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Remember Ukraine: A call to action for the church

Two years after the initial conflict in Ukraine, many Americans have largely forgotten about the ongoing struggles faced by the country. This tendency to forget often occurs after a global crisis, as attention shifts to other pressing issues or more immediate concerns. Despite the initial widespread attention and support that Ukraine received during Russia’s invasion, aid and attention have dwindled over time, leaving the country and its people in a state of neglect. Ukraine has even become a political pawn in some circles, especially as the focus shifted to the US presidential elections. The diminishing support and attention highlight the transient nature of global awareness and the challenges faced by nations in sustaining aid and solidarity amid competing priorities.

As a pastor with personal connections to Ukraine, the ongoing devastation of the conflict has deeply impacted me. Despite the dwindling attention from the global community, I have made multiple trips to Ukraine over the past two years to offer support and encouragement to those affected by the conflict. Through these visits, I have witnessed firsthand the continued suffering of individuals and communities, many of whom feel neglected by the global church. Scripture reminds us of our responsibility to remember and support those who are suffering, emphasizing the interconnectedness of the body of Christ and the importance of bearing one another’s burdens. By continuing to remember and advocate for the needs of our brothers and sisters in Ukraine and other vulnerable communities, we not only reflect the love of Christ but also prepare ourselves for our own potential suffering and draw closer to the heart of God. Through prayer, advocacy, and practical support, we can play a vital role in alleviating the suffering of others and embodying the compassion and care exemplified by Jesus Christ.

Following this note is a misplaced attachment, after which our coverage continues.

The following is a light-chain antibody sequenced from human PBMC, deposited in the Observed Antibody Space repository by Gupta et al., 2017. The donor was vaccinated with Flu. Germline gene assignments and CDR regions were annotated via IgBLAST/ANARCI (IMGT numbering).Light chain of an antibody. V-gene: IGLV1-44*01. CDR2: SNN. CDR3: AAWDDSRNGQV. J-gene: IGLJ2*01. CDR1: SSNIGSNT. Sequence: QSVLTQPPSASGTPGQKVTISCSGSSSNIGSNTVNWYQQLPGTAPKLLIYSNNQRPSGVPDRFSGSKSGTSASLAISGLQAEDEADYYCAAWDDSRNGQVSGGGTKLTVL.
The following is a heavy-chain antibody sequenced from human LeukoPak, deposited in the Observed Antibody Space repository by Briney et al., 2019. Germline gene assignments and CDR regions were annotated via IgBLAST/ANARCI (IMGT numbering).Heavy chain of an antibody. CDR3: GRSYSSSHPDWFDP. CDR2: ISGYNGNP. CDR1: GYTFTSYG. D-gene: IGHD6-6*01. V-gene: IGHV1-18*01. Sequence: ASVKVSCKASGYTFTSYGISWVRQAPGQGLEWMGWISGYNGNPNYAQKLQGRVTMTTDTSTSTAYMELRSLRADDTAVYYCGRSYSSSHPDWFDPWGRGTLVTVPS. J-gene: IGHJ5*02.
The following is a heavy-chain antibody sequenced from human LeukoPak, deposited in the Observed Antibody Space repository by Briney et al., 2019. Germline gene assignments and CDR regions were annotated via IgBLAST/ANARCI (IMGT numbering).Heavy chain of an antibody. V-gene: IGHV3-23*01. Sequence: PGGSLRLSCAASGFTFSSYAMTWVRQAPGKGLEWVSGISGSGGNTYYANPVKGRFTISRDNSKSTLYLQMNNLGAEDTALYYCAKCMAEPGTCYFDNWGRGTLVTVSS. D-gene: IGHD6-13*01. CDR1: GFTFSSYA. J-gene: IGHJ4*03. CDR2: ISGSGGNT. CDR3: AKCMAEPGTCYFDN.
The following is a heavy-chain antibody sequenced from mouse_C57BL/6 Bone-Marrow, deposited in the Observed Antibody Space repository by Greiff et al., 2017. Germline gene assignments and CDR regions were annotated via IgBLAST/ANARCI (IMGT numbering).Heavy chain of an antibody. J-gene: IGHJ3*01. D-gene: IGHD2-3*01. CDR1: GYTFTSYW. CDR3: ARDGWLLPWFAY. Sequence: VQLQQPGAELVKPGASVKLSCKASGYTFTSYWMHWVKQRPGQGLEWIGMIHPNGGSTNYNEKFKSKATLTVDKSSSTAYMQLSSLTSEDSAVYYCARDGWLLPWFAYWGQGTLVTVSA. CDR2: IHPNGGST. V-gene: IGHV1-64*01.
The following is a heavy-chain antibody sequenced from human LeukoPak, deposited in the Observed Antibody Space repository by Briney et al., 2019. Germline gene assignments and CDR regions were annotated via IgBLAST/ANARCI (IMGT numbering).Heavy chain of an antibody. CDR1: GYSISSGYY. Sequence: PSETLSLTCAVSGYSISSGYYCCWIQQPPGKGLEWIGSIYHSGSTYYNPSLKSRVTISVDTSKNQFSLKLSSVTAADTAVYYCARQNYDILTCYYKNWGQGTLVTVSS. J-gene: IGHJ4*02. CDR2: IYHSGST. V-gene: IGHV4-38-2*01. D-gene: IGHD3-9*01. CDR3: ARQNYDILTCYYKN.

Christianity Today:

Today, with our short attention spans and so many ongoing global crises, it is difficult to center our hearts on individual stories of devastation. Yet I believe it is vital for us as believers to consistently remember the suffering of our siblings in Christ—and to cultivate this remembrance as a habitual practice in our busy and distracted lives.

Whenever I think about Ukraine, I can’t get the words of Hebrews 13:3 out of my mind. The author implores followers of Jesus Christ to “continue to remember those in prison as if you were together with them in prison, and those who are mistreated as if you yourselves were suffering” (emphasis mine).

Image credit: Photo by Tina Hartung on Unsplash

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